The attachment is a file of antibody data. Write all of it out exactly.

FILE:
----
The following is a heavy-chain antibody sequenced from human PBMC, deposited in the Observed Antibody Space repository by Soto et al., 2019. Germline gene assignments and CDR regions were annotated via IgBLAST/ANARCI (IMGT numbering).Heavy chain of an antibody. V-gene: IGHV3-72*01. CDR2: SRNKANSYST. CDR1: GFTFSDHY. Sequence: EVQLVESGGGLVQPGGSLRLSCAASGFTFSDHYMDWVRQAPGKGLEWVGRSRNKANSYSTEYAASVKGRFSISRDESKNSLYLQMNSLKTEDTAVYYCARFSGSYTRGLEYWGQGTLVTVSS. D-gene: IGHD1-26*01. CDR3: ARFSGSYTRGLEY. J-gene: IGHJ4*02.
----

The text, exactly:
The following is a heavy-chain antibody sequenced from human PBMC, deposited in the Observed Antibody Space repository by Soto et al., 2019. Germline gene assignments and CDR regions were annotated via IgBLAST/ANARCI (IMGT numbering).Heavy chain of an antibody. V-gene: IGHV3-72*01. CDR2: SRNKANSYST. CDR1: GFTFSDHY. Sequence: EVQLVESGGGLVQPGGSLRLSCAASGFTFSDHYMDWVRQAPGKGLEWVGRSRNKANSYSTEYAASVKGRFSISRDESKNSLYLQMNSLKTEDTAVYYCARFSGSYTRGLEYWGQGTLVTVSS. D-gene: IGHD1-26*01. CDR3: ARFSGSYTRGLEY. J-gene: IGHJ4*02.